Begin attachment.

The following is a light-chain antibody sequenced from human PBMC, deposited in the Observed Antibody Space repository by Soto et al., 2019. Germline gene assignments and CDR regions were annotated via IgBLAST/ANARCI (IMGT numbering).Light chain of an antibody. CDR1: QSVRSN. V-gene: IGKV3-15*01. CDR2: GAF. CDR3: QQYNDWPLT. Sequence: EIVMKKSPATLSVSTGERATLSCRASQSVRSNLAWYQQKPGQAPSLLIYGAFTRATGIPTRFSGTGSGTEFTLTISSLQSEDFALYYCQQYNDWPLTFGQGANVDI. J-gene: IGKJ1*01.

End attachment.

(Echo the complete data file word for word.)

The following is a light-chain antibody sequenced from human PBMC, deposited in the Observed Antibody Space repository by Soto et al., 2019. Germline gene assignments and CDR regions were annotated via IgBLAST/ANARCI (IMGT numbering).Light chain of an antibody. CDR1: QSVRSN. V-gene: IGKV3-15*01. CDR2: GAF. CDR3: QQYNDWPLT. Sequence: EIVMKKSPATLSVSTGERATLSCRASQSVRSNLAWYQQKPGQAPSLLIYGAFTRATGIPTRFSGTGSGTEFTLTISSLQSEDFALYYCQQYNDWPLTFGQGANVDI. J-gene: IGKJ1*01.